Photo Tip: Infrared Photography

I became interested in infrared during my explorations into black and white and as part of fine art. I am still one of “those” that like the smell of chemicals and spend hours in a darkroom. I still develop my own black and white film and print my own prints. Through the years I became interested in alternative processing techniques such as cyanotype, van dyke brown, salt printing, gum bichromate, palladium platinum and also infrared.

Photoshop is a wonderful tool for digital photographers and I when I first saw a hand printed infrared print I became hooked.  The visible spectrum for the eye is between 380 – 730 nanometers (wavelengths) see fig a.  The photographic spectrum includes ultraviolet, the visible spectrum and then near infrared. The visible spectrum includes colours such as violet, blue, green, yellow, orange and red.

Fig.a          

(Book: Advance Infrared Photography Handbook. Laurie White Hayball, 2001, Amherst Media) Visible Spectrum of Colours.

Finding Infrared film in South Africa is impossible and I import my film from digtaltruth. (www.digitaltruth.com) I shoot with 120 mm and 35mm EFKE IR film and Rollei Infrared IR400 with a Hoya R72 filter. You can use the Rollei also as a normal black and white film. If you are a die hard film fundi, you will know that bracketing is the best way to go.  I learned the hard way by playing around with different ISO’s, shutter speeds and apertures. I find with EFKE that shooting at an ISO 0f 25, shutter speeds of 2secs – 4secs and then bracket from f8 / f11/ and f16 gives the best results.  The big drawback is that you have to load into the camera and developing tanks in total darkness. It needs to be warm and sunny, I usually shoot when it is at it warmest, but you can shoot at low sun levels.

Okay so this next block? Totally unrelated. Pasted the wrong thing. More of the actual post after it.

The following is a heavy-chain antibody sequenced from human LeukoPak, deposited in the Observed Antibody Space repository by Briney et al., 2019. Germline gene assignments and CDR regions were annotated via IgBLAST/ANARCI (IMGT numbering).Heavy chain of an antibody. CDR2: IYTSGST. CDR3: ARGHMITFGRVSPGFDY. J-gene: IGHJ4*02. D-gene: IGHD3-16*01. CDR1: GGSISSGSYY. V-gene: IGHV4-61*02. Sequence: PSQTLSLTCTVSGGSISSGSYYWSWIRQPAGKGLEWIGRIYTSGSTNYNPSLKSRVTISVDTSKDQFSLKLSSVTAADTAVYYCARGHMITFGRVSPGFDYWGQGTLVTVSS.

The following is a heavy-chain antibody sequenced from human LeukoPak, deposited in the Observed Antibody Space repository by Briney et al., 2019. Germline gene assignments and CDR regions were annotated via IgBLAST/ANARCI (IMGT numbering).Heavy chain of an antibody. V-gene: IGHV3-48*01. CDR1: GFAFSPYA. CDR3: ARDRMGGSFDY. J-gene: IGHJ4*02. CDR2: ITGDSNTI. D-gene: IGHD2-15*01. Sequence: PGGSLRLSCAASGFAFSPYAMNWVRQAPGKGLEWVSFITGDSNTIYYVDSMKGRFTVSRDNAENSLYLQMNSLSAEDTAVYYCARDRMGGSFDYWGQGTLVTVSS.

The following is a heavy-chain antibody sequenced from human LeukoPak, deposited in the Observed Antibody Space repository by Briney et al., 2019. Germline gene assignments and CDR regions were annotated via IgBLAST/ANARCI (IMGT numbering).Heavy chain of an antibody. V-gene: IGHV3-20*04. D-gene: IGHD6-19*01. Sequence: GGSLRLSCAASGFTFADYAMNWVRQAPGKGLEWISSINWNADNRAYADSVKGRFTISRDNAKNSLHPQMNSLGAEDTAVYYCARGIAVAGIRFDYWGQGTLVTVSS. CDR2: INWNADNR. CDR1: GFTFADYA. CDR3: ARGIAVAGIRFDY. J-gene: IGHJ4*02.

Looking at a normal monochrome print taken in infrared and another in black and white you will see some prints reflect Infrared better than others. Shooting green foliage will show the effect at its best. You cannot always predict what an image will look like when using IR.  Green leaves typically become very white, and the sky becomes very dark. Digital cameras have a special infrared-blocking filter in front of the light-sensitive CCD array. If you have an old digital camera that you do not use, you can have the IR filter removed and shoot permanently in IR.  Note that your images will look red and you can convert them further in Photoshop or Lightroom.  Colour infrared is a fun way of playing around with digital images.  This is a wonderful way to explore your inner creativity and to give another dimension on your photos.

There are wonderful books on the market on infra red photography.

Author Bio

mckenzie

Hi I am the owner of 25 Degrees South Studios and specilaise in fine art, infra red, commercial and alternativ eprinting processes. I still shoot film and process and print by hand when I have the time. I lecture in photography at Vega Pretoria.